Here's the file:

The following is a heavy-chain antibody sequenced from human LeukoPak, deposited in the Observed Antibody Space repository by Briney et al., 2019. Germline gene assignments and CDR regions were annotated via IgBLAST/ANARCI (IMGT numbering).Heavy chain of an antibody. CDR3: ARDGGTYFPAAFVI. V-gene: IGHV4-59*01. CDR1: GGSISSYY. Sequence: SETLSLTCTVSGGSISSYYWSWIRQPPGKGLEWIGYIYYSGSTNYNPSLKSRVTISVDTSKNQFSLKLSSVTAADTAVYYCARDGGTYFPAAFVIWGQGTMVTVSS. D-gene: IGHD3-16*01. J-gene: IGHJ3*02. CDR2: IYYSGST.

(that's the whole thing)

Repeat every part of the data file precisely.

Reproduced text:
The following is a heavy-chain antibody sequenced from human LeukoPak, deposited in the Observed Antibody Space repository by Briney et al., 2019. Germline gene assignments and CDR regions were annotated via IgBLAST/ANARCI (IMGT numbering).Heavy chain of an antibody. CDR3: ARDGGTYFPAAFVI. V-gene: IGHV4-59*01. CDR1: GGSISSYY. Sequence: SETLSLTCTVSGGSISSYYWSWIRQPPGKGLEWIGYIYYSGSTNYNPSLKSRVTISVDTSKNQFSLKLSSVTAADTAVYYCARDGGTYFPAAFVIWGQGTMVTVSS. D-gene: IGHD3-16*01. J-gene: IGHJ3*02. CDR2: IYYSGST.